During a one-month artist residency at Espírito Mundo, visual artist JFBrittes conceived and unveiled the outcome of his process inspired by Japanese mythology, particularly the Butot dance.
Under the curation and guidance of Aline Yasmin, the project also involved collaboration from performer Andreia Morado, dancer Caterina Campo, video artist Alex Cepile, and artistic producer Renzo Dalvi.
The result was an exhibition featuring 5 large-scale original paintings and a multimedia installation exploring the theme of Butot dance and the symbolism of the story of Kandata from the text “The Spider’s Thread” – A tale by Akutagawa Ryunosuke (1918).

The launch event took place on June 23rd at Espírito Mundo space.


The following text, written by the curator, seeks to reflect on the process and its meanings.


Inspired by the Japanese tale “The Spider’s Thread,” written by Akutagawa Ryunosuke (in 1918), JFBrittes presents as a proposal for their artistic residency ‘Dancing While the World Falls Down,’ a metaphor for understanding the human condition in society. The delicate line between life and death, pain and resilience, individual and collective – contrasts of human ephemeral nature – an acute awareness of finitude and the eternal anguish of existence.
Without resorting to a moral perspective, albeit in an ethical invocation, the painter focuses their gaze on the most relevant aspect of the text: the protagonist’s attempt to ascend or escape from hell in the tale, Kandata, and the moment of his climb on the thin spider’s thread as the ultimate solution to end his perpetual suffering. The ensemble of works created in the main installation emphasizes this moment through various layers and cutouts.
The guiding artwork is ‘The Spider’s Thread,’ which engages in a dialogue with the intense videographic installation “The Pond” and takes on distinct planes and forms. The setting portrays the desperate attempt to escape through the body and voice of Andreia Morado in co-creation with videomaker and sound designer Alex Cepile, with the support of producer Renzo Dalvi.

In contrast, and no less important, is the incredulous gaze of ‘Those Who See’ who attentively observe the attempt to escape from hell, and the finally astonished ‘The Drowned Ones’ eternally condemned to drowning, before or after the fall – which differs in no way.

The artworks are also inspired by the Japanese aesthetic of butoh dance, incorporating the colors black, red, and white once again, elements that share the organicity of life and death. Death is represented by the white of dance or by the life within the crystal-clear lake of Nirvana, while darkness symbolizes the absence of consciousness, and red represents the blood that keeps them alive in death – circular semiotic contradictions of eternity.

Organicity is also present in the choice of materials – the spontaneity of clay on the performer’s body, reacting to their movements, and the free-spirited nature of charcoal that permeates their artworks and the space on reclaimed wood – materials undergoing transformation.

The pixelated printed flower, an excerpt rescued from one of their works, and the sketches for their new residency are messages that we have chosen to leave – just like the hands that reappear in the details of the video frames, deliberately cut and installed, pointing towards a new path.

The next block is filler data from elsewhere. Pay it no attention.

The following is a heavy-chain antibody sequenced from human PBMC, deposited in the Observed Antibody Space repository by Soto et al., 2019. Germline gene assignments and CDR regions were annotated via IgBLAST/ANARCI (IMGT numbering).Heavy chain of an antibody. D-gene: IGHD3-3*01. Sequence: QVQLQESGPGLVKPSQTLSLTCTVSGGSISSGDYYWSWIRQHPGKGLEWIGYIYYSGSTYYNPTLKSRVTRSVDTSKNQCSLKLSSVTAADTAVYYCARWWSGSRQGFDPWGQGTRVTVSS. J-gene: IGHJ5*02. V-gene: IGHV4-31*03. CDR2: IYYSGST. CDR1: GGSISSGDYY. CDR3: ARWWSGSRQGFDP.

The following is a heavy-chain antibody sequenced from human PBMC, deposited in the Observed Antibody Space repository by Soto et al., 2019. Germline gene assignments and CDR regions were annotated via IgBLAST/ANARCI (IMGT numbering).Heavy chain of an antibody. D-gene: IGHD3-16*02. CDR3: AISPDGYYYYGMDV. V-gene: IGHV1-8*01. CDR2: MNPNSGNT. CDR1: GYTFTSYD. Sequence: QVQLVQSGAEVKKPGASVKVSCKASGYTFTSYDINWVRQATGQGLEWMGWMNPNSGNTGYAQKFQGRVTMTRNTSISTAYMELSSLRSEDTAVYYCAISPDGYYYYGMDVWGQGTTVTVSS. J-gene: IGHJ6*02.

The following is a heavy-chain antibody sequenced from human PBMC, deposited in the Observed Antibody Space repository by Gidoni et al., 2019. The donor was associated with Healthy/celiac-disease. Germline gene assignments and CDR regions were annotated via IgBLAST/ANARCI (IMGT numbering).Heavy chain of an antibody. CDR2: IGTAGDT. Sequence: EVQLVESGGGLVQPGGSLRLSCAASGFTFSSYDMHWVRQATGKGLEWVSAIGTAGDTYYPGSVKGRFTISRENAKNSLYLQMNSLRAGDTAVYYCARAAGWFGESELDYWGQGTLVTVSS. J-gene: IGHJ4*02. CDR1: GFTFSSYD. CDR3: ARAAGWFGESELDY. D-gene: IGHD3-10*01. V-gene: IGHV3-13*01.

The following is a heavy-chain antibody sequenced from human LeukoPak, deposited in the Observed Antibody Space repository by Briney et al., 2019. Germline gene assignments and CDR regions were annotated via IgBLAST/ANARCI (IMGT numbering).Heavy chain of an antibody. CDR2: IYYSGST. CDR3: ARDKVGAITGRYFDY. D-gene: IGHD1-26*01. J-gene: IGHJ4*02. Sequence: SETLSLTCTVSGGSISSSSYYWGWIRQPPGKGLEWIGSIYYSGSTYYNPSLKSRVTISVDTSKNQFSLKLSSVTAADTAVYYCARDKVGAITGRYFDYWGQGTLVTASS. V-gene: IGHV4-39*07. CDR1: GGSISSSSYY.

The result of the residency is the very open flow itself, like an empathetic dialogue. From it, unfoldings and ideas emerge like threads that reach out into the future. A game, a dance.

We choose to believe that yes, we all live connected by a fragile thread of existence. A fabric composed of our everyday lives, collectively woven, whose paths point in different directions – because choices are individual and form the richest foundation of the human structure. We choose to believe that even those who live in their individual hell can recognize the light, the capacity to redefine their own lives.

Finally, we choose to understand that this entire story shows us only one thing – and the most important of all: that we will never reach anywhere as long as humanity persists in selfishness and individualism – and we sincerely hope to believe that there is still time to reconsider life in society.

Aline Yasmin
Curator & Artistic Coordinator of the residency

“The Spider’s Thread” – A tale by Akutagawa Ryunosuke (1918)
Kandata, a man condemned to hell, lived in a lake of blood alongside other sinners. However, in his life, he was observed by Buddha when he spared the life of a spider, going against his instinct to kill. Buddha, observing from the crystal-clear lake of Nirvana, decided to give him a second chance and cast a spider’s thread for him to escape hell. As he ascended, the others also followed him, seeking their own salvation. However, upon realizing that he was being pursued by others desperate to escape eternal punishment, Kandata, driven by selfishness and survival instinct, pushed them away, causing the thread to break and everyone to fall. Buddha lamented that Kandata had lost the opportunity to save himself and help others, highlighting the protagonist’s selfish choice, which endangered not only his own life but also the community as a whole.

≽ ≽ ≽ ≽ ≽ ≽ ≽ ≽ ≽ ≽ ≽ ≽ ≽ ≽ ≽ ≽ ≽ ≽ ≽ ≽ ≽ ≽ ≽ ≽ ≽ ≽ ≽ ≽ ≽ ≽ ≽ ≽ ≽ ≽ ≽ ≽ ≽ ≽ ≽ ≽ ≽ ≽ ≽ ≽ ≽ ≽ ≽ ≽


Artist Residency June – July 2023
Espirito Mundo Asbl

Aline Yasmin – Curatorship and artistic coordination
Renzo Dalvi – Production and technical support
Alex Cepile – Video, soundtrack, and installation support
Andreia Morado – Video installation performance
Caterina Campo – Opening event performance
Juçara Brittes – Logistic support

The residence space is supported by the municipality of Molenbeek as part of the “Autour du Parc de l’Ouest” Molenwest Sustainable Neighborhood Contract.

Leave a Comment